Holyrood’s draft climate change bill in hot water
The Scottish Government’s draft climate change bill will not be effective enough for Scotland to meet its obligations under the 2016 Paris Agreement, a study has shown.
An analysis of what constitutes “Scotland’s fair share of greenhouse gas emissions” under the international agreement has been carried out by climate scientists from the Tyndall Centre at the University of Manchester and Sweden’s Uppsala University.
The Scottish Government’s new bill, set to be debated at Holyrood this autumn, proposes a 90 per cent reduction of all greenhouse gas emissions by 2050 compared to 1990. Their advisers, the UK Committee on Climate Change, claim this target “is at the limits of feasibility”.
However, the new report shows that Scotland must aim for 102 per cent reductions by 2050 and at least 10 per cent higher than the bill’s 2030 targets in order to play its agreed role in keeping global temperature rises below 2 degrees Celsius. The report’s suggested targets are even higher than those called for by campaigners.
The scientists calculated Scotland’s share of the “global carbon budget” at only 300 million tonnes of carbon dioxide, which Scotland would “exceed in under 10 years at current CO2 levels”. The report advises a “rapid” shift from oil and gas to renewables and for carbon dioxide mitigations to be increased by “at least 10 per cent each year” from 2018.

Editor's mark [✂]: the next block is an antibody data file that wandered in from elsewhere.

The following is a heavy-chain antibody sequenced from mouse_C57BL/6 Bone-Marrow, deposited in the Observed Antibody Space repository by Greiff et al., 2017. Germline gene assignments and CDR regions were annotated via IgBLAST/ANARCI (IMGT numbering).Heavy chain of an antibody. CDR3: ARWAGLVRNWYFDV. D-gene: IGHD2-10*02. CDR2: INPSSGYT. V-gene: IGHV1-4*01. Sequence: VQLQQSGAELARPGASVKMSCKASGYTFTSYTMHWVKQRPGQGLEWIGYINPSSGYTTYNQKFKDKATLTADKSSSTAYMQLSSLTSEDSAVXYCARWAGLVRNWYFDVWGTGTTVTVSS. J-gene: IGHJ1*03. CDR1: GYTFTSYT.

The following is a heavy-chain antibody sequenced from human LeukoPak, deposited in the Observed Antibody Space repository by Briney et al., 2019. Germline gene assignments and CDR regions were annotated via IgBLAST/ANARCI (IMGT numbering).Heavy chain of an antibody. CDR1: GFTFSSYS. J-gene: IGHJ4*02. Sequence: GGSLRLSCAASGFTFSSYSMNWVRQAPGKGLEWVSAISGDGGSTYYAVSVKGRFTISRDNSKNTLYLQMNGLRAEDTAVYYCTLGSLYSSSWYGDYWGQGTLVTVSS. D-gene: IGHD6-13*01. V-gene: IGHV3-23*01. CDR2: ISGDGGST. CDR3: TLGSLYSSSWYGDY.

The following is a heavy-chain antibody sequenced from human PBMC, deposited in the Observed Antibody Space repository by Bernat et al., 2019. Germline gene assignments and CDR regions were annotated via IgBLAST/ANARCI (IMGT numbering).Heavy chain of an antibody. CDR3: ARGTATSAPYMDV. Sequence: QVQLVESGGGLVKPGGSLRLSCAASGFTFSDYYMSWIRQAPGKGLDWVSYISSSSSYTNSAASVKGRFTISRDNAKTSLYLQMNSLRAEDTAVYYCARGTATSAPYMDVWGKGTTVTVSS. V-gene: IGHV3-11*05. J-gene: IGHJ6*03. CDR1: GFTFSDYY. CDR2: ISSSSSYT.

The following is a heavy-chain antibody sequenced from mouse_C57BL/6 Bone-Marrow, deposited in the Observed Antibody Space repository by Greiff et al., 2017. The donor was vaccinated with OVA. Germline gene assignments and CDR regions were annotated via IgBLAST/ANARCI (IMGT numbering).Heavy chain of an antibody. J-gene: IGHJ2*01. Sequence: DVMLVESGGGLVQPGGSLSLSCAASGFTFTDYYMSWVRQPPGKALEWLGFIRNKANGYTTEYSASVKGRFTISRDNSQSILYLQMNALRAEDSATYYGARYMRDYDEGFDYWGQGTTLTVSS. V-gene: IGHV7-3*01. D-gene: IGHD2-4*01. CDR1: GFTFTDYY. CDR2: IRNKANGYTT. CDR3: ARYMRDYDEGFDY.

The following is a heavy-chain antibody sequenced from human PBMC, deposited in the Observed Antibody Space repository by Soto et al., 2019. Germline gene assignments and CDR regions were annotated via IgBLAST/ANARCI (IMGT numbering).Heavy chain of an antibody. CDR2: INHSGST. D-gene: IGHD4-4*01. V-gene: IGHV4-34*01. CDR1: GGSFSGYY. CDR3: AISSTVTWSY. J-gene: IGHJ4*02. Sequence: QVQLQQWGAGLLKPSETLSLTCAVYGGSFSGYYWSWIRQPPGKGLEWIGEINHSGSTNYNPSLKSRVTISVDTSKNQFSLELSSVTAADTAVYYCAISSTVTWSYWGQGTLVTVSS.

“This report clearly shows that a 90 per cent target for 2050 is well short of what the Paris Agreement requires of Scotland,” said Richard Dixon, director of Friends of the Earth Scotland (FoES), which commissioned the report alongside umbrella group, Stop Climate Chaos Scotland (SCCS).
Scotland has led the way in the global effort to minimise the damage of climate change, with the ambitious Climate Change Act in 2009 and by transitioning its electricity sector from fossil fuels to renewables. In June, Scotland reached its annual climate change target for the third year in a row outperforming the UK as a whole.
The new bill goes even further than the 2009 Act. However, it came under fire from some on its release in May as being “hugely disappointing”. Campaigners believe that by 2050 Scotland should see a 100 per cent reduction in all greenhouse gases.